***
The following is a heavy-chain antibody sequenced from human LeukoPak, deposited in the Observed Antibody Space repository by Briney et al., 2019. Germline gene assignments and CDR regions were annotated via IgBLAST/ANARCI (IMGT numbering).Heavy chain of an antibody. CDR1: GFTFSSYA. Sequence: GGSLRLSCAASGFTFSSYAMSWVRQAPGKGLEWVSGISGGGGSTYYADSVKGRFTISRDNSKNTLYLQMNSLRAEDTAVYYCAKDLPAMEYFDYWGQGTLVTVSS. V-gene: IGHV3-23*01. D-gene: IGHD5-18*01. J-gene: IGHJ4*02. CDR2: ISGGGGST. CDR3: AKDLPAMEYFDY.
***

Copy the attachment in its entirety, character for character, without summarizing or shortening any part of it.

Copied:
The following is a heavy-chain antibody sequenced from human LeukoPak, deposited in the Observed Antibody Space repository by Briney et al., 2019. Germline gene assignments and CDR regions were annotated via IgBLAST/ANARCI (IMGT numbering).Heavy chain of an antibody. CDR1: GFTFSSYA. Sequence: GGSLRLSCAASGFTFSSYAMSWVRQAPGKGLEWVSGISGGGGSTYYADSVKGRFTISRDNSKNTLYLQMNSLRAEDTAVYYCAKDLPAMEYFDYWGQGTLVTVSS. V-gene: IGHV3-23*01. D-gene: IGHD5-18*01. J-gene: IGHJ4*02. CDR2: ISGGGGST. CDR3: AKDLPAMEYFDY.